Another benefit of “niching down”: Life will be easier when it comes to completing the work.
When you niche down and work with the same kinds of clients, you can create “rinse-and-repeat” systems.
Onboarding, for instance, will most likely look the same for each client, so you can create an onboarding template in Dubsado or ClickUp or whatever project management system you use. You can create “canned emails” for emails you regularly send throughout a project.
These kinds of systems and standardization can help with client management and expectations throughout the project.
Have a Strong Contract and Review It with Your Clients
Contracts are an investment that returns peace-of-mind.
When you’re first getting started, this might not be something you want to spend money on. But one should, especially in the beginning when one lacks experience and there’s all sorts of things that could happen that aren’t expected.
Simply creating a contract with an attorney might help you think through some of the pitfalls or potential areas of confusion in your business.
It will also set expectations between you and your client. Be sure to clearly outline the scope of your work, cost of services/products, payments and payment schedule, and other areas that might become a point of tension during the experience.
Be sure to review your contract with your clients or at least ask if they have any questions about it. Sometimes clients will sign your contract before they read it. This might sound like their problem—and to a certain extent it is.
But your life will be easier if you tackle any contract confusion before the project begins.
Many of our contracts are from The Contract Shop, an online store that provides affordable, attorney-created contract templates for a variety of business types.
Set Expectations… repeatedly
Expectations are something to be managed. It’s not enough to review them once or hope that someone reads the contract.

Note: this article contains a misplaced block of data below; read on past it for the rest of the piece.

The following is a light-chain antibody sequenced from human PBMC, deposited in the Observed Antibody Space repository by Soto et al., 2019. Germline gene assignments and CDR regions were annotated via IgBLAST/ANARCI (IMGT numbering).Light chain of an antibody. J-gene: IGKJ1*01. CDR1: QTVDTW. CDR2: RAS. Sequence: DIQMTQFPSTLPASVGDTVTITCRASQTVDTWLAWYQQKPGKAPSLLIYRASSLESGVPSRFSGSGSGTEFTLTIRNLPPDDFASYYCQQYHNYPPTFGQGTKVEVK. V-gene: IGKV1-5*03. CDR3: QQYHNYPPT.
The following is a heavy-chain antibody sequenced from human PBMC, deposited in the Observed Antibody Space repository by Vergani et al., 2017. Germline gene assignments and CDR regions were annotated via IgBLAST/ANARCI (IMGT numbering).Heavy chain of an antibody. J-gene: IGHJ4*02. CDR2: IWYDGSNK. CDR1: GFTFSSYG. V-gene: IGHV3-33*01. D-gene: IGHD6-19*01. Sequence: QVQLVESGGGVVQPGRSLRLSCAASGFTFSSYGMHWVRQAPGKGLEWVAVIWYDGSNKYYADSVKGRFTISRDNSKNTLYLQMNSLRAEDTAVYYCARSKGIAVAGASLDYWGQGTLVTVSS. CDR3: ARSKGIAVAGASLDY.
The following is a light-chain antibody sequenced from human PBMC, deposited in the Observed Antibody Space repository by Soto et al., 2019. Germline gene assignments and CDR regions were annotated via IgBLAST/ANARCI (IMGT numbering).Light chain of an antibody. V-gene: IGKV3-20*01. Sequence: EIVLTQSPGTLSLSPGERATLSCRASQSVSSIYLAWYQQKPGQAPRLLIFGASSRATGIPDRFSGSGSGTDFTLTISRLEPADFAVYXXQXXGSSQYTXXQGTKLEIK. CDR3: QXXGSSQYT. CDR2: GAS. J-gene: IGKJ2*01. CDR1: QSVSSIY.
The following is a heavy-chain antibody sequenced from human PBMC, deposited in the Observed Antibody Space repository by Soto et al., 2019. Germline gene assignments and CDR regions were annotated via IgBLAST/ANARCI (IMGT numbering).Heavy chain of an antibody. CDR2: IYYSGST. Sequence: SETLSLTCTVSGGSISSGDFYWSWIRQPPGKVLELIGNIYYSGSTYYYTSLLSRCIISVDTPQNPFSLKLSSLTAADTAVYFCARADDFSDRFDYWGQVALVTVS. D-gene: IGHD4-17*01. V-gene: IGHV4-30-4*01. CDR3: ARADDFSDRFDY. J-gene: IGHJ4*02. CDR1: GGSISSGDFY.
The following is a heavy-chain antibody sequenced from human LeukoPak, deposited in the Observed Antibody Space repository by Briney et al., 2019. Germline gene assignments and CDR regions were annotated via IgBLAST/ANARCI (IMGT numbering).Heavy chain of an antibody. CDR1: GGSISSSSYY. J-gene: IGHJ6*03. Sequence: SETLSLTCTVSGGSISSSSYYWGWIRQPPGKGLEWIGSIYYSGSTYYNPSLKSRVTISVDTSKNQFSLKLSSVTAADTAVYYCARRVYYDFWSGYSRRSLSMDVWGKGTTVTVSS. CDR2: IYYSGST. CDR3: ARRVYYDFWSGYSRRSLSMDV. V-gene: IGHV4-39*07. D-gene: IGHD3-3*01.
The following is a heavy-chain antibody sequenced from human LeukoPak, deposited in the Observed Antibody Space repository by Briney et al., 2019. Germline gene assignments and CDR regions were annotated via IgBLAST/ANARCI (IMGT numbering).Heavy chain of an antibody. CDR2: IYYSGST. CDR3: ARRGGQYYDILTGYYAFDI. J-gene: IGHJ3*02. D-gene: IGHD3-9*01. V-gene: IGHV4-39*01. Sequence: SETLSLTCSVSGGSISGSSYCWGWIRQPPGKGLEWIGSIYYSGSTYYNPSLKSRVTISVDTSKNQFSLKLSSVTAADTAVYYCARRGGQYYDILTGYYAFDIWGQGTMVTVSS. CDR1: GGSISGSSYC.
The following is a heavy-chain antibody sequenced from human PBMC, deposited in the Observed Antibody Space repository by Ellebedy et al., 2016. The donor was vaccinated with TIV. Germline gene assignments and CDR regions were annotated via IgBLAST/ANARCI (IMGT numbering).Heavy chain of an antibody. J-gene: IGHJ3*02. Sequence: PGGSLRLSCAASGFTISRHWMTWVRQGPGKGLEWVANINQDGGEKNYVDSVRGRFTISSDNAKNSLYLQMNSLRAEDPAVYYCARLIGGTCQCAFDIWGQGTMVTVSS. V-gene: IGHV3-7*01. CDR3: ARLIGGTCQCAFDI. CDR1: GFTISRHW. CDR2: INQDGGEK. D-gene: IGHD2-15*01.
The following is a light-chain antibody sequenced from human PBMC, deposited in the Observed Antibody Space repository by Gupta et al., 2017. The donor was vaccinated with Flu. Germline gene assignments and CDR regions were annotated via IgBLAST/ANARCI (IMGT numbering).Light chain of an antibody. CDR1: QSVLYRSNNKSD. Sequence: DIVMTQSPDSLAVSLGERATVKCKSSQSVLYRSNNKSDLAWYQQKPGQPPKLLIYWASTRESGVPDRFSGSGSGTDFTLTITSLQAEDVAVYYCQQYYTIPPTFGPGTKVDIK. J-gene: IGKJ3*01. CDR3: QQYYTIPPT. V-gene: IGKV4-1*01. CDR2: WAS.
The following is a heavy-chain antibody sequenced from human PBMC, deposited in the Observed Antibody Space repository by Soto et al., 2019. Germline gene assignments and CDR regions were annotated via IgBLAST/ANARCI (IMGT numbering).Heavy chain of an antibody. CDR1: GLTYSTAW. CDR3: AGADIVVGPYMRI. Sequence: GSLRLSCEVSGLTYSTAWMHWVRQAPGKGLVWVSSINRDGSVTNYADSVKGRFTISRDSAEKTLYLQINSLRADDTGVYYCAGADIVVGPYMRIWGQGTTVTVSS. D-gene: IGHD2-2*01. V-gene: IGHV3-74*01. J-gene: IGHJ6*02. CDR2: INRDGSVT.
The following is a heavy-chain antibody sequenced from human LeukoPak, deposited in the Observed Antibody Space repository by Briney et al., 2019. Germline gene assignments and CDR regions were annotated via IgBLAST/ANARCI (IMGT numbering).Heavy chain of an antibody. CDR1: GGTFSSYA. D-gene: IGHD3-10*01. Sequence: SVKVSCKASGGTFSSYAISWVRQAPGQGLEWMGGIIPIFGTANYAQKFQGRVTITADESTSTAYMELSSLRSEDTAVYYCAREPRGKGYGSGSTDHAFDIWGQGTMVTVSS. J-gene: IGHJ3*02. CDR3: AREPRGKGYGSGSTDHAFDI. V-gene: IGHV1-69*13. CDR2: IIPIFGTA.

This is especially true when a gap exists between signing the client and completing the work.
Looking at you, wedding industry folk.
We often have a waiting list for design work, which means a few months could go by before we start a client’s project. And we are reminded time and again of the importance of re-educating our clients about expectations.
Here are a few ways to do this:
- Review the contract with clients before the project starts.
- Create a series of onboarding documents for clients to review that outline the experience.
- Provide next steps at the end of each email so clients know what action to take and what’s coming up in the project.
- Occasionally check in to see how things are going, especially at natural transition points within projects (i.e. moving from branding to web design or between the engagement session and wedding).
A great way to reflect upon and anticipate the areas of your client experience that might become difficult is using this client experience timeline activity. It’s something we revisit at least annually.
Reflect on Why It Happened in the First Place
The hard truth about difficult client experiences is that often both parties contribute—as much as we’d like to believe otherwise.
Reflecting on one’s part in a poor experience and figuring out how it can be avoided in the future can be a powerful exercise in improving one’s client experience.
Often times difficult situations arise because of a lack of education on the client’s part. Remember: You do this for a living, and it’s easy to forget how much you know… and how little a client might know about what it is that you do.
Sure, this isn’t business’s fault, per se. But providing more education throughout the process can lead to a much better experience for both parties, and so it’s worthwhile for a business to do so.
We’ve recently started doing quick “post-mortem’s” on projects. We keep it simple, and record everything in a Google Doc. This gives us an opportunity to reflect on the highlights—both positive and negative—of a project.
It also helps us spot areas that continue to be difficult and places where we need to be better about educating our clients.
As we mentioned at the beginning of this post, these are things that are often learned through experience.
If you end up having a difficult experience with a client, try to remember that sometimes these things happen (and we hope the part one of this two part post helps in that case). Be sure to reflect, adjust, and move on.
But, we hope that some of the things we learned through our experience helps you avoid those situations as much as possible.
Have questions? Post them in the comments below or tag us on social media.